The US publication of Marked for Death in English thus reveals the extent to which US ultraconservatives are getting desperate. With upcoming elections on the horizon, they have thrown the ‘Wilders card’ in a vain attempt to project his alleged European experiences on to an American audience to scare them into voting against Obama – which is precisely why Wilders is marketing his book in the US, and not Europe.

Fortunately, his book’s boring message is falling on deaf ears. Bar an interview with the equally unhinged Sean Hannity on Fox News, Marked for Death has received negligible acclaim in the American press. Discerning readers will note the most obvious reason: in the name of defending “freedom”, Wilders’ political programme is based entirely on the idea of forcibly eliminating the freedom of all Muslims across the West to practise and speak about their faith – whether or not they oppose extremism (which most do). Only someone utterly ignorant of American history would attempt such a thing in the Land of the Free.

Dr. Nafeez Mosaddeq Ahmed is an international security expert and Executive Director of the Institute for Policy Research & Development. His latest book is A User’s Guide to the Crisis of Civilization: And How to Save It (2010), which is now a documentary feature film, The Crisis of Civilization (2011)

Geert Wilders in 2011. Photo: Getty Images
Emmanuel Macron, looking innocent after having compromised his promise to feminists to name a female PM.
Show Hide image

Macron said he wanted a female Prime Minister, so why did he pick a man?

Macron says he's a feminist. He must do better for women in his cabinet

He repeated it several times on the campaign trail: Emmanuel Macron, France’s newly elected and youngest ever President, is a self-declared feminist. During the months leading to his election on 7 May, Macron was vocal about gender balance within his campaign team and his party’s parliamentary candidates. Crucially, he declared in March that he “wished” his Prime Minister would be a woman.  

But in the week leading to his inauguration last Sunday, of half a dozen names rumoured to be in the running for “Matignon” (the Prime Minister’s residence), only two were women. Then the Elysée palace announced yesterday that Macron had chosen Edouard Philippe, the Republican mayor of the northern city of Le Havre.

“I will choose the most capable, the most competent,” Macron had said at the time he wished it would be “a woman.” Was there no woman Macron thought would be “capable” enough to earn the title of Prime Minister? French presidents have total freedom to name their PM – even, as Macron has done, so called “cohabitations” in which the President and the PM are from different parties.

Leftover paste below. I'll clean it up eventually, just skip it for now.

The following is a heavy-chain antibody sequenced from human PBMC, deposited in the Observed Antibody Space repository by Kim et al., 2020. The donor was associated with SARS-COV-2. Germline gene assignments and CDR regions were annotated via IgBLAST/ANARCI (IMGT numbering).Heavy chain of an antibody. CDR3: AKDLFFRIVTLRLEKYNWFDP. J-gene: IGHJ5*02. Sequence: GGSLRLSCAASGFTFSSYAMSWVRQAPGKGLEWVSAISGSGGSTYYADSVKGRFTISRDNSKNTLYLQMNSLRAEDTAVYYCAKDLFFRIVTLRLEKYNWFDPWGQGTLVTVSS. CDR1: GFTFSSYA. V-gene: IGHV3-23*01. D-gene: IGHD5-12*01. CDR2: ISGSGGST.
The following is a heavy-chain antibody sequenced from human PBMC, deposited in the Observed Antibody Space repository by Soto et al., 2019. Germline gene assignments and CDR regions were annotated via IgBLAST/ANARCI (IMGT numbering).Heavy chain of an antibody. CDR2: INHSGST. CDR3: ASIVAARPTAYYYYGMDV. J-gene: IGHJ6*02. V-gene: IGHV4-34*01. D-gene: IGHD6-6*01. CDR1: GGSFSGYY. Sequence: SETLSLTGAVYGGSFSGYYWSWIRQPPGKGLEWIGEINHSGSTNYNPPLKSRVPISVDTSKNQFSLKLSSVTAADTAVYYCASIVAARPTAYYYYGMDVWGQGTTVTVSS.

And it's not just Philippe's gender that suggests an early watering down of Macron's committment to equality, it's the new Prime Minister's voting record. He abstained on the law legalising gay marriage and voted against allowing adoption for gay couples.

Macron successfully campaigned on a “neither left nor right” platform, but he very much needs the votes of the actually right-wing who make up half of the French electorate to win June’s parliamentary elections and rule effectively. Hence the moderate Republican Prime Minister: Edouard Philippe is follower of Alain Juppé, the most liberal candidate who ran (and lost) in the Republican primary. (Juppé himself wasn’t exactly PM material: Macron’s first reform is set to be the “moralisation of politics”, and Juppé was sentenced to two years away from public office for misuse of public money in the early 2000s).

Yet even with the necessity of naming a Republican Prime Minister, the party is not short of experienced women qualified for the job. Nathalie Kosciusko-Morizet, a Republican and former minister under Nicolas Sarkozy who ran for mayor of Paris in 2014, was one of the names that circulated last week. She has expressed support for Macron and called on the centre-right to “accept the hand he is offering” to rule France. The centrist MEP Sylvie Goulard, who backed Macron at the beginning of his presidential bid and organised his meeting with Angela Merkel last March, was another.

France has had only one female Prime Minister: Edith Cresson led Francois Mitterrand’s government for just one year, from May 1991 to April 1992. Michèle Alliot-Marie, the first woman to be named Interior Minister in 2007, also became the first female Foreign Affairs Minister in 2010, both during Sarkozy’s mandate. She remains the only woman to have held either position.

Until September at least, Macron will sit alongside Germany’s Angela Merkel, his closest international ally, and will face Theresa May’s in Brexit negotiations. He’s already compromised the ideal he set himself – a female PM. The least he can do, both for his own record and for France’s, would be to ask Edouard Philippe to pick a woman as Foreign Affairs Minister.

0800 7318496